A holiday post from Sarah Hewitt, LMFT
The holiday season can result in an influx of new clients seeking out therapy. It is common for emails and voicemails to be left on Christmas evening looking for an upcoming appointment, as the holiday just brought on too much and became overwhelming. I cannot help but picture where these individuals are physically, on a day of giving and cheer, where their internal functioning is not matching their surroundings. Part of me also understands. Holidays can bring on sadness, amplified by grief, loss, among other stressors. When people are able to reach out for help, from a therapist’s perspective, it is such a brave choice, and is a display of the courageous hope they hold, even if they aren’t feeling very hopeful in the moment.
This time of year, I observe a lot of extreme behaviors with their accompanied deeper meanings. For example, financial strain from overspending, in efforts to “provide my child what I didn’t have” or to simply relieve some guilt from a year of overworking, in order to make up for lack of quality time. Another example would be cancelling the holidays or breaking tradition, “no one cares anyway” I hear from many clients who often host the holidays. However this is often in replacement of communicating “I don’t feel appreciated, so maybe they will realize how important I am now”.
The holidays make me think of a paper I wrote in high school, that described my view of Christmas from a little girl’s perspective. She expresses some confusion around having to wear itchy tights and too-tight shoes to a Christmas mass, while wondering why church is more full tonight (where is everyone every other week?) But in the end her confusion is clarified by the real comfort and connection of what holidays are supposed to be. She observes the lights on the alter, the smile of an older woman the next pew over, and an indescribable feeling of love inside of her.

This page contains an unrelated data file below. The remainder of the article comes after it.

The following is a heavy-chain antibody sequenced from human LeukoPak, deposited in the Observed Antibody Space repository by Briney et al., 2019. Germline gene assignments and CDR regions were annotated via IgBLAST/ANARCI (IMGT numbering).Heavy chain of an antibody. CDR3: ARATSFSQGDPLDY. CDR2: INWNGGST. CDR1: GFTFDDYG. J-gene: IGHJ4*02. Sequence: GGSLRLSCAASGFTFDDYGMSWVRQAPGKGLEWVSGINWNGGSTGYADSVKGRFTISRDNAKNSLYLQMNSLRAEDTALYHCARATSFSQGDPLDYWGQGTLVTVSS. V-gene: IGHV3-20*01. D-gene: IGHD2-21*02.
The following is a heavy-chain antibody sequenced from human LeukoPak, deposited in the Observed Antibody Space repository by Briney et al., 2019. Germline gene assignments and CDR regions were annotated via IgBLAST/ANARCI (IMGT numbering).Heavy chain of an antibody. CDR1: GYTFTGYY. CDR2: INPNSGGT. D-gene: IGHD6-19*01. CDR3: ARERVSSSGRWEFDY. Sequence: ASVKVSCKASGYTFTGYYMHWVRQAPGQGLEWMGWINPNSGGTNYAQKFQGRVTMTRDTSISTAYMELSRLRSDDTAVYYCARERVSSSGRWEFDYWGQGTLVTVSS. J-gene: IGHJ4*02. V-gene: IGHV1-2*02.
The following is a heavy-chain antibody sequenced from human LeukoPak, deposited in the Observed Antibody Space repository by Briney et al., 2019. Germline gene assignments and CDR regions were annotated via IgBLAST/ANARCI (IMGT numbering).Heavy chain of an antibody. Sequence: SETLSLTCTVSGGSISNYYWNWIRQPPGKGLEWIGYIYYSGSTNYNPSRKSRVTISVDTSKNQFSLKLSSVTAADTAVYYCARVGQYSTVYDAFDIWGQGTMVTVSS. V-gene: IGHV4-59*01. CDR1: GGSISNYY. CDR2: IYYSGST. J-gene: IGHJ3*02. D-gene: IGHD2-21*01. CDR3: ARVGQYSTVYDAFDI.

I believe as adults, our young little girl and little boy selves get lost and we can be overwhelmed trying to recreate these moments for ourselves and others. It is easy to get “wrapped” up. “Stuff” doesn’t make memories, memories make memories. Laughter sticks with us, hugs stick with us, loving energy sticks with us.
As an adult child of divorced parents, I have put in effort over the years to manage my holidays so that there is room for these memories to take place. One year in my twenties, I went to TEN different places in two days! I understand it was to please many people, but, there was no room to enjoy any of it. I now protect my holidays, and keep good boundaries around how I spend them, so that I do not get lost in anything other than time with the people I love, the exchange of thoughtful gifts, and being in a mental place to really receive the gifts others have selected for me. I make sure I am truly present in order to take in the energy around me and enjoy watching my niece and nephew’s innocent joy. I make sure to give my fiancé a squeeze, as this year brings us marriage and so much to celebrate as we are building our own traditions.
To me, the holidays do more than culminate the year on a calendar. It allows us to reflect on the past year: did we work too much? Did we have enough time for our loved ones? Do we treat others well? Did we reach personal goals and grow? Instead of using the holiday to dwell or fall further into our anxieties if we did not, we should use this time to reset with good food, good people and peaceful energy if we are so fortunate to have it.
I encourage all my clients during this time of year, whether it is difficult because of family stress, financial hardship, or reminders of those who we have lost, do not make these emotions part of your tradition. Try to not attach these holidays with hurt and heartbreak, but instead with honor, gratitude and love. It makes getting through them a little easier, year after year, which is a great internal tradition we can hold onto ourselves.
And also somewhere, there will always be a little girl, with itchy tights, too-tight shoes and a curious little heart, who notices the love in the room. And that is what she will want for Christmas every year. That is something we can always be available to give.